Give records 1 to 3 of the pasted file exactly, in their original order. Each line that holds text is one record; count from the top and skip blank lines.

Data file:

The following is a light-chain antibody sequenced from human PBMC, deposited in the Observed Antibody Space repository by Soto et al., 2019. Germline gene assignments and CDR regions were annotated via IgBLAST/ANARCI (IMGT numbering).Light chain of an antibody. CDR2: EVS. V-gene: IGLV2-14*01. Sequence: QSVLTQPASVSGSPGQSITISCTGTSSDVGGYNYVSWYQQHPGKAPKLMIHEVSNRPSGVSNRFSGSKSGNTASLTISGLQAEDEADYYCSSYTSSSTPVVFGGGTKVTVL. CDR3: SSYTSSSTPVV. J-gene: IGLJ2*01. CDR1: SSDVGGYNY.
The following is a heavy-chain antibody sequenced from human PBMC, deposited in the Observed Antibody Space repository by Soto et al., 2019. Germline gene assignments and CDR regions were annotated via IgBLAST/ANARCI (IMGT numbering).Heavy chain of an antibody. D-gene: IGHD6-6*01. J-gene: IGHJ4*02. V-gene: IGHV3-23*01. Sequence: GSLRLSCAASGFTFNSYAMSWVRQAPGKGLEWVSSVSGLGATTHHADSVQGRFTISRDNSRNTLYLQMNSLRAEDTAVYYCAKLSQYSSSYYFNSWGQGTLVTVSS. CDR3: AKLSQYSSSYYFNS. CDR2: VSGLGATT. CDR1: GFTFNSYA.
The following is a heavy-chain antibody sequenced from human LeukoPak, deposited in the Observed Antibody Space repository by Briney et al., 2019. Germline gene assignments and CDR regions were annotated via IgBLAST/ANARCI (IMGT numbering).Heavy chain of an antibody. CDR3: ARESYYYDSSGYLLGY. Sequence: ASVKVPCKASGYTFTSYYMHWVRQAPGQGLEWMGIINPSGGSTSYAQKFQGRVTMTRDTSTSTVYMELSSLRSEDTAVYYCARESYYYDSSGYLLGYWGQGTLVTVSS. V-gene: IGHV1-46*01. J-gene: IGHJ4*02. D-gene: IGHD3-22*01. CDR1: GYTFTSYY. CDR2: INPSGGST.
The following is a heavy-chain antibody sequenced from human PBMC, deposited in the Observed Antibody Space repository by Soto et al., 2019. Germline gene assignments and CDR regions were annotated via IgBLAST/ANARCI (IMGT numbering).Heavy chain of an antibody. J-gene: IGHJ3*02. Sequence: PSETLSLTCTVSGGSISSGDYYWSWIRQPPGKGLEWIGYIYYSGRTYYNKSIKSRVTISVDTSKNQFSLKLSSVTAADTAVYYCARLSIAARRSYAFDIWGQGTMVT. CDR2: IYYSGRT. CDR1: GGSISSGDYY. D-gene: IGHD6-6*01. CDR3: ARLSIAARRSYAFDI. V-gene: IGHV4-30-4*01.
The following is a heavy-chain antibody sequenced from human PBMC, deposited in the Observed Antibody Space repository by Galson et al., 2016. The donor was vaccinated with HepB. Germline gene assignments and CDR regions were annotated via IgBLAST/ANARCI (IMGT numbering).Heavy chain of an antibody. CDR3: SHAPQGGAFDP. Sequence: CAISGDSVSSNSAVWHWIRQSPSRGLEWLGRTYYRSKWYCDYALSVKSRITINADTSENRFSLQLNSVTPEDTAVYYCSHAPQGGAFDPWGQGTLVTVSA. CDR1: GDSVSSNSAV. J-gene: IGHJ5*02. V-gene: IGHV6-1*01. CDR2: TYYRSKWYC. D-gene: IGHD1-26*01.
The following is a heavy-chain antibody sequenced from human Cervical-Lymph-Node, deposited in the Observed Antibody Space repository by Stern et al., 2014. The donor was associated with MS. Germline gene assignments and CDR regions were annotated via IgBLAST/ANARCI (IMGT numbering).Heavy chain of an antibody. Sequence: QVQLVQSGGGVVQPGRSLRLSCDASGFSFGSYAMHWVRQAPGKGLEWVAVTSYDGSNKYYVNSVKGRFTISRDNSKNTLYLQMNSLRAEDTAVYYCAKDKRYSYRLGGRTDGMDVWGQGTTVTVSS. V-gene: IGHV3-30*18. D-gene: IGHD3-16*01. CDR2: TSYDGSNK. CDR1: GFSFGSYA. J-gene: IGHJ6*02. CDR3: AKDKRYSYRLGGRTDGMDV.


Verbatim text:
The following is a light-chain antibody sequenced from human PBMC, deposited in the Observed Antibody Space repository by Soto et al., 2019. Germline gene assignments and CDR regions were annotated via IgBLAST/ANARCI (IMGT numbering).Light chain of an antibody. CDR2: EVS. V-gene: IGLV2-14*01. Sequence: QSVLTQPASVSGSPGQSITISCTGTSSDVGGYNYVSWYQQHPGKAPKLMIHEVSNRPSGVSNRFSGSKSGNTASLTISGLQAEDEADYYCSSYTSSSTPVVFGGGTKVTVL. CDR3: SSYTSSSTPVV. J-gene: IGLJ2*01. CDR1: SSDVGGYNY.
The following is a heavy-chain antibody sequenced from human PBMC, deposited in the Observed Antibody Space repository by Soto et al., 2019. Germline gene assignments and CDR regions were annotated via IgBLAST/ANARCI (IMGT numbering).Heavy chain of an antibody. D-gene: IGHD6-6*01. J-gene: IGHJ4*02. V-gene: IGHV3-23*01. Sequence: GSLRLSCAASGFTFNSYAMSWVRQAPGKGLEWVSSVSGLGATTHHADSVQGRFTISRDNSRNTLYLQMNSLRAEDTAVYYCAKLSQYSSSYYFNSWGQGTLVTVSS. CDR3: AKLSQYSSSYYFNS. CDR2: VSGLGATT. CDR1: GFTFNSYA.
The following is a heavy-chain antibody sequenced from human LeukoPak, deposited in the Observed Antibody Space repository by Briney et al., 2019. Germline gene assignments and CDR regions were annotated via IgBLAST/ANARCI (IMGT numbering).Heavy chain of an antibody. CDR3: ARESYYYDSSGYLLGY. Sequence: ASVKVPCKASGYTFTSYYMHWVRQAPGQGLEWMGIINPSGGSTSYAQKFQGRVTMTRDTSTSTVYMELSSLRSEDTAVYYCARESYYYDSSGYLLGYWGQGTLVTVSS. V-gene: IGHV1-46*01. J-gene: IGHJ4*02. D-gene: IGHD3-22*01. CDR1: GYTFTSYY. CDR2: INPSGGST.